Reflection: COVID-19 effects on our bi/multilingual students

June 3, 2022

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During the initial shock and confusion at the start of the pandemic over two years ago, my son’s school was working hard to ensure students had access to meals, devices, a stable internet connection, and supplies. Different stakeholders were asking different questions. There was concern about the health and emotional well-being of students and families, concern about how — and how long — the system could support a meaningful online education, and the impact the changes and uncertainty would cause in academic growth. Since then, we have seen how some things worked for our bi/multilingual students and how some things simply did not — or inadvertently exposed some areas of weakness.

One thing I noticed right from the start, were shifts in my child’s bilingual instruction. Lessons, materials, and assignments drifted from a somewhat even use of Spanish and English to minimal use of Spanish. Teachers also struggled to access and share quality bilingual materials, so there was an eventual default to English. It was as if his bilingual program was absorbed without a proper farewell. Sadly, he was not in a unique situation. I also heard from other parents and caregivers of children of color about how quickly bilingual practices and dual language mission and vision goals were adjusted, changed, revised, and overall struggled to survive.

A 2021 report from the United States Department of Education, Office of Civil Rights, noted that schools had to face the reality of “insufficient numbers of appropriately equipped teachers and other staff.” For those that serve bi/multilingual students, this is a fact that unlikely comes as a surprise. As a result of this pandemic, we need to make time to reflect and reevaluate. If, collectively, we believe education is a stimulant for social justice, serving children of color through bilingual and dual language programs, even in our most fragile state, should not be a question of if, but a matter of commitment to the best education we can provide.

Our new reality also brought to light successes for bilingualism and beyond. For example, students were able to develop skills that they otherwise may not have had the chance to strengthen. Students, parents, and teachers across the nation were learning how to navigate multiple platforms and their respective functionalities, highlighting the role of empathy in the learning process. Platforms with two-way bi/multilingual features continued to help facilitate communication during the peak of the pandemic. Students, parents, and teachers also explored the use of synchronous and asynchronous learning opportunities that leveraged a more authentic home and school connection. For example, teachers and parents were able to communicate during lessons to clarify expectations or facilitate parents serving as guests and language role models for read alouds or other leaning activities.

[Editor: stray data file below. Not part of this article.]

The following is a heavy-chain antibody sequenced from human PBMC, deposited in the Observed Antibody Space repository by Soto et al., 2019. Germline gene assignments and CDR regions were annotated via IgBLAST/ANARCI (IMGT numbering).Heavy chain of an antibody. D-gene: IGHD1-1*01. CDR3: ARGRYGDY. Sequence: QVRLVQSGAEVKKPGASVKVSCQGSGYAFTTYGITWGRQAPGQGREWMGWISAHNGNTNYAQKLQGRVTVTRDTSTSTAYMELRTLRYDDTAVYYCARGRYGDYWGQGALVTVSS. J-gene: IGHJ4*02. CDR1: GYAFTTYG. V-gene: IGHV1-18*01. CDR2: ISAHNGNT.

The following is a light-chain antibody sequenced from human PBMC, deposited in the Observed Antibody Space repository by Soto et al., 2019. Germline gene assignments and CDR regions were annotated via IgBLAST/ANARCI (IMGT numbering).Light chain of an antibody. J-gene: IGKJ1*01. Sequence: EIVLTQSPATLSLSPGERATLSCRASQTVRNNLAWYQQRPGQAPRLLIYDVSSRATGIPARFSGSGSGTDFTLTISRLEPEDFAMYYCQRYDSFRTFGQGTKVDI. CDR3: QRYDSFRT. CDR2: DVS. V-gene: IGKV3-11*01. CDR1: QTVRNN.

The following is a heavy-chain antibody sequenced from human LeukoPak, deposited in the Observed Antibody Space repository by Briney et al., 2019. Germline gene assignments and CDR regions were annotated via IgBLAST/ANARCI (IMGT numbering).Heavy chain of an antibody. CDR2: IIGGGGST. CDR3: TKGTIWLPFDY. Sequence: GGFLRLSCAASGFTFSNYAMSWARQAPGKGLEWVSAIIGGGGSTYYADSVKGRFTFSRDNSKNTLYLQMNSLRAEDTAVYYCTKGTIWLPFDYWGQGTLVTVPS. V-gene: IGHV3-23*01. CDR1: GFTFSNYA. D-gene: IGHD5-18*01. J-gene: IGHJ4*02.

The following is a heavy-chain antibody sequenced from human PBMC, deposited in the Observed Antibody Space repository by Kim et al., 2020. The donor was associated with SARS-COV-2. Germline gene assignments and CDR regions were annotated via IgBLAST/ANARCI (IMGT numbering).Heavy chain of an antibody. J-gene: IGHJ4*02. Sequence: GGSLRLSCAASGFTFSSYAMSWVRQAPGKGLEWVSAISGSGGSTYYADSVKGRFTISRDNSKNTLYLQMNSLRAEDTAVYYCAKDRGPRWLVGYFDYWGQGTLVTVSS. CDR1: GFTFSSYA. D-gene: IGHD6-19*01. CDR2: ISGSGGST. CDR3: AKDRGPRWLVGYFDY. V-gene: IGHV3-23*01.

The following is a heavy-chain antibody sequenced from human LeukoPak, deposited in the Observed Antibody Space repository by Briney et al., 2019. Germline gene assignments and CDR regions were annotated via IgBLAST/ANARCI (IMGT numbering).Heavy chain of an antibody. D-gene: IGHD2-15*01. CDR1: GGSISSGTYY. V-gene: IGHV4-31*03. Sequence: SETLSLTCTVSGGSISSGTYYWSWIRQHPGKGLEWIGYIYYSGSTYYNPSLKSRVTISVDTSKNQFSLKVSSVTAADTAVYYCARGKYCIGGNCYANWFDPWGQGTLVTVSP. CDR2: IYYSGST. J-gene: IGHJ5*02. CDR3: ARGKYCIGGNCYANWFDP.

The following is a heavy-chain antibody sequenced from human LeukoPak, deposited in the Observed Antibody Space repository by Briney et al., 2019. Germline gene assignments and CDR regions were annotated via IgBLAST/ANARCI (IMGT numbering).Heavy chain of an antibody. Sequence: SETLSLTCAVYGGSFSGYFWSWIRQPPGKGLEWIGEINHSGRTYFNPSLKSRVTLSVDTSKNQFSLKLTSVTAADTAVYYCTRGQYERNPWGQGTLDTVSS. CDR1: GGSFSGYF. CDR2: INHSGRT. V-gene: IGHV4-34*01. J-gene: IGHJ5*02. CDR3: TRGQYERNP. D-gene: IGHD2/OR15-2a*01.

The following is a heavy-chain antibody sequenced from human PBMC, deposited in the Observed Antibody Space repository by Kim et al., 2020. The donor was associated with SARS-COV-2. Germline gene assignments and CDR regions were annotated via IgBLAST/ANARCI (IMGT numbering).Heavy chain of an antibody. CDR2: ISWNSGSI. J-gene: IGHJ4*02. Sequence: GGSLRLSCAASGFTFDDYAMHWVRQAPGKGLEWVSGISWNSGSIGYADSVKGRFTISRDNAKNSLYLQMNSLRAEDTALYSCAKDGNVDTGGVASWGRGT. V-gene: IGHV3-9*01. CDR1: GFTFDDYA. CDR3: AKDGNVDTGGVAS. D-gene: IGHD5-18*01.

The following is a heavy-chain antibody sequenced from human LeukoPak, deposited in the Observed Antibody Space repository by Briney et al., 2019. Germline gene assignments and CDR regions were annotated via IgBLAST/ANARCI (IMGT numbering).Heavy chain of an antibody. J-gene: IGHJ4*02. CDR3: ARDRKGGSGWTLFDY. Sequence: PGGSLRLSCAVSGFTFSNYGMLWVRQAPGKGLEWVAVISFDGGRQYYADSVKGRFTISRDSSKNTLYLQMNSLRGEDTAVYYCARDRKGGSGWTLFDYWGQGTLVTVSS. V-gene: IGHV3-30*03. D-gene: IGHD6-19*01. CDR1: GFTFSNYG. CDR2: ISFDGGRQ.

Threaded in this was a genuine look into the other side. Parents were able to get a glimpse and an ear into the instruction of their students across both languages. Teachers were able to get a better understanding of the linguistic, cultural, and social-emotional, and experiential assets in the home. Teachers also had a genuine window into the life challenges present in a home with sometimes multiple family members trying to learn, work, and live — a reality some teachers were living, too.

With our collective lessons learned and celebrations of what went well, this is our chance to live in a world where bi/multilingual students, communities, and programs cannot only survive but also thrive. We need spaces where bi/multilingual, multicultural identities are not dependent on special circumstances, waves of approval from external audiences, or mandates, but that exist and flourish because we do right by our children for a better future. When it matters, our actions must reflect our words. Otherwise, they’re just words y las palabras se las lleva el viento.

About the author
Analleli Muñoz is an assistant director of professional learning at WIDA focused on strengthening the development and delivery of WIDA Español professional learning offerings and resources to support educators serving emergent bilinguals.

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